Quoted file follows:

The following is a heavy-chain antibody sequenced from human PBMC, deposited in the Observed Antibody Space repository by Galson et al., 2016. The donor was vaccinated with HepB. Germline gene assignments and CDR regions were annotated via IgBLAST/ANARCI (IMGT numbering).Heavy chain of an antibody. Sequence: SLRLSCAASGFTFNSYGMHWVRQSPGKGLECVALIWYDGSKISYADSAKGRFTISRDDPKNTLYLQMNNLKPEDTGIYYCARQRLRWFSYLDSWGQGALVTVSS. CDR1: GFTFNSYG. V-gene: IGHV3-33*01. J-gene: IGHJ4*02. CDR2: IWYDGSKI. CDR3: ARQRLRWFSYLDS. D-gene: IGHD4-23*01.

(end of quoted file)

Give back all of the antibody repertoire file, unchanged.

The following is a heavy-chain antibody sequenced from human PBMC, deposited in the Observed Antibody Space repository by Galson et al., 2016. The donor was vaccinated with HepB. Germline gene assignments and CDR regions were annotated via IgBLAST/ANARCI (IMGT numbering).Heavy chain of an antibody. Sequence: SLRLSCAASGFTFNSYGMHWVRQSPGKGLECVALIWYDGSKISYADSAKGRFTISRDDPKNTLYLQMNNLKPEDTGIYYCARQRLRWFSYLDSWGQGALVTVSS. CDR1: GFTFNSYG. V-gene: IGHV3-33*01. J-gene: IGHJ4*02. CDR2: IWYDGSKI. CDR3: ARQRLRWFSYLDS. D-gene: IGHD4-23*01.